**.** From $\left(iv\right)$ in Theorem 2, it follows that functions of the formwhere f is continuous and strictly convex with $f\left(1\right)=0$, are examples of cost functions relative to q. Many well-known divergence measures can be seen to belong to this class of relative cost functions, also known as Csiszár’s f-divergences [47]: the Kullback-Leibler divergence (or relative entropy), the squared ${\ell}^{2}$ distance, the Hartley entropy, the Burg entropy, the Tsallis entropy, and many more [46,50] (see Figure 8 for visualizations of some of them in $N=3$ relative to a non-uniform prior).As a generalization of Proposition A1 (superadditivity of generalized entropies), we prove in Proposition A6 in Appendix A that f-divergences are superadditive under coarse-graining, that iswhenever $Z=(X,Y)$, and ${C}_{q}\left(X\right):={C}_{q\left(X\right)}\left(p\left(X\right)\right)$ and ${C}_{q}\left(Y\right|X):={\mathbb{E}}_{p\left(X\right)}\left[{C}_{q\left(Y\right|X)}\left(p\left(Y\right|X)\right)\right]$, This generalizes Equation (10) to the case of a non-uniform prior. Similar to entropies, the case of equality in Equation (21) is sometimes called composition rule [59], chain rule [60], or recursivity [50], and is often used to characterize Kullback-Leibler divergence [8,50,59,60]. Indeed, we also show in Appendix A (Proposition A7) that all additive cost functions with respect to q are proportional to Kullback-Leibler divergence (relative entropy). This goes back to Hobson’s modification [59] of Shannon’s original proof [22], after establishing the following monotonicity property for uniform distributions: If $f(M,N)$ denotes the cost ${C}_{{u}_{N}}\left({u}_{M}\right)$ of a uniform distribution ${u}_{M}$ over M elements relative to a uniform distribution ${u}_{N}$ over $N\ge M$ elements, then (see Figure 9). Note that, even though our proof of Proposition A7 uses additivity under coarse graining to show the monotonicity property in Equation (22), it is easy to see that any relative cost function of the form of Equation (20) also satisfies Equation (22) by using the convexity of f as $f\left(t\right)\le {\textstyle \frac{t}{s}}f\left(s\right)+(1-{\textstyle \frac{t}{s}})f\left(0\right)$ with $t=\frac{{N}^{\prime}}{M}<\frac{N}{M}=s$. In terms of decision-making, superadditivity under coarse-graining means that decision-making costs can potentially be reduced by splitting up the decision into multiple steps, for example by a more intelligent search strategy. For example, if $N={2}^{k}$ for some $k\in \mathbb{N}$ and ${C}_{q}$ is superadditive, then the cost for reducing uncertainty to a single option, i.e., $p=(1,0,\cdots ,0)$, when starting from a uniform distribution q, satisfieswhere ${q}^{n}:=(\frac{1}{n},\cdots ,\frac{1}{n})$, and we have set ${C}_{{q}^{2}}(1,0)=1$ as unit cost (corresponding to 1 bit in the case of Kullback-Leibler divergence). Thus, intuitively the property of the Kullback-Leibler divergence of being additive under coarse-graining might be viewed as describing the minimal amount of processing costs that must be contained in any cost function, because it cannot be reduced by changing the decision-making process. Therefore, in the following, we call cost functions that are proportional to the Kullback-Leibler divergence simply informational costs. In contrast to the previous section, in the definition of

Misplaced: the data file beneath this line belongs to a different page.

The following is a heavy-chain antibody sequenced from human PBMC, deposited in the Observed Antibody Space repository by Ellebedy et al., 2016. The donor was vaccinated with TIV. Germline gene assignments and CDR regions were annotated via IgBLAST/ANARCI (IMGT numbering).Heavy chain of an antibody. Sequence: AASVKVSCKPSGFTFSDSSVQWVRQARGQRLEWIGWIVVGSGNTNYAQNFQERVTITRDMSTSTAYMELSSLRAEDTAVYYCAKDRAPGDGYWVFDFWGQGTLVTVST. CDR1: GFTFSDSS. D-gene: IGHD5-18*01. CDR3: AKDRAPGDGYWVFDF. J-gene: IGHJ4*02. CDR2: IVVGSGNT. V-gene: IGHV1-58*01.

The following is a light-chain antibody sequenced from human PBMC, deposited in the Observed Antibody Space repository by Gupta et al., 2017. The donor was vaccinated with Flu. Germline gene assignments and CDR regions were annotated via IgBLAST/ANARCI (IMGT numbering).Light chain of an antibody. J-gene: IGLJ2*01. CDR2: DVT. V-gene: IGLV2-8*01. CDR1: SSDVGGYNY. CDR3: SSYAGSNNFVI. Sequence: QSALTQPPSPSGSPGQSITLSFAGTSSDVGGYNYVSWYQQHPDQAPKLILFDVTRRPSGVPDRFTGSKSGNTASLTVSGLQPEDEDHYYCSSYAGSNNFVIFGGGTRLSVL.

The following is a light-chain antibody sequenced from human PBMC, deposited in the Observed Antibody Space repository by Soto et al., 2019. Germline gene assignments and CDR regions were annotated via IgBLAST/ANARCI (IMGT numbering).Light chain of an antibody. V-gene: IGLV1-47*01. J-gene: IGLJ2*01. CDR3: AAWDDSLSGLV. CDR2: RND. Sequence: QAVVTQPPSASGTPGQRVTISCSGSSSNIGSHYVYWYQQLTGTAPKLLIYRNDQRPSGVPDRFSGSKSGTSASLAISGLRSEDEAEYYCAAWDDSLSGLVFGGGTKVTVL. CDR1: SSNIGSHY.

${\prec}_{q}$ and its characterizations, we never use elementary computations on

${\mathbb{P}}_{\mathsf{\Omega}}$ directly. This is because permutations interact with the uncertainty relative to

q, and therefore

${\prec}_{q}$ cannot be characterized by a finite number of elementary computations and permutations on

${\mathbb{P}}_{\mathsf{\Omega}}$. However, we can still define elementary computations relative to

q by the inverse of Pigou–Dalton transfers

${T}_{\epsilon}$ of the form of Equation (

3) such that

${T}_{\epsilon}p{\u22e8}_{q}p$ for

$\epsilon >0$, which is arguably the most basic form of how to generate uncertainty with respect to

q.

Even for small

$\epsilon $, a regular Pigou–Dalton transfer does not necessarily increase uncertainty relative to

q, because the similarity of the components now needs to be considered with respect to

q. Instead, we compare the components of the representation

$P={\mathsf{\Lambda}}_{q}p$ of

$p\in {\mathbb{P}}_{\mathsf{\Omega}}$, and move some probability weight

$\epsilon \ge 0$ from

$P\left({A}_{n}\right)$ to

$P\left({A}_{m}\right)$ whenever

$P\left(\omega \right)\le P\left({\omega}^{\prime}\right)$ for

$\omega \in {A}_{m}$ and

${\omega}^{\prime}\in {A}_{n}$, by distributing

$\epsilon $ evenly among the elements in

${A}_{m}$ (see

Figure 10), denoted by the transformation

${\tilde{T}}_{\epsilon}$. Here,

$\epsilon $ must be small enough such that the inequality

$\frac{1}{\alpha}\frac{{p}_{m}}{{q}_{m}}=P\left(\omega \right)\le P\left({\omega}^{\prime}\right)=\frac{1}{\alpha}\frac{{p}_{n}}{{q}_{n}}$ is invariant under

${\tilde{T}}_{\epsilon}$, which means that

By construction, ${\tilde{T}}_{\epsilon}$ minimally increases uncertainty in ${\mathbb{P}}_{\tilde{\mathsf{\Omega}}}$ while staying in the image of ${\mathbb{P}}_{\mathsf{\Omega}}$ under ${\mathsf{\Lambda}}_{q}$, by keeping the values of P constant in each partition, and therefore ${T}_{\epsilon}:={\mathsf{\Lambda}}_{q}^{-1}{\tilde{T}}_{\epsilon}{\mathsf{\Lambda}}_{q}$ can be considered as the most basic way of how to increase uncertainty relative to q.

**Definition** **6** (Elementary computation relative to

q)

**.** We call a transformation on ${\mathbb{P}}_{\mathsf{\Omega}}$ of the formwith $m,n$ such that $\frac{{p}_{m}}{{q}_{m}}\le \frac{{p}_{n}}{{q}_{n}}$, and ε satisfying Equation (23), a Pigou–Dalton transfer relative to q, and its inverse ${T}_{\epsilon}^{-1}$ an elementary computation relative to q.We are now in the position to state our final definition of a decision-making process.

**Definition** **7** (Decision-making process)

**.** A decision-making process is a gradual transformationof a prior $q\in {\mathbb{P}}_{\mathsf{\Omega}}$ to a posterior $p\in {\mathbb{P}}_{\mathsf{\Omega}}$, such that each step decreases uncertainty relative to q. This means that p is obtained from q by successive application of a mapping ϕ between probability distributions on Ω, such that $\varphi \left({p}^{\prime}\right)$ can be obtained from ${p}^{\prime}$ by finitely many elementary computations relative to q, in particularwhere ${C}_{q}\left({p}^{\prime}\right)$ quantifies the total costs of a distribution ${p}^{\prime}$, and ${p}^{\prime}{\u22e8}_{q}p$ means that ${p}^{\prime}{\prec}_{q}p$ and $p{\nprec}_{q}{p}^{\prime}$.In other words, a decision-making process can be viewed as traversing probability space from prior q to posterior p by moving pieces of probability from one option to another option such that uncertainty is reduced relative to q, while expending a certain amount of resources determined by the cost function ${C}_{q}$.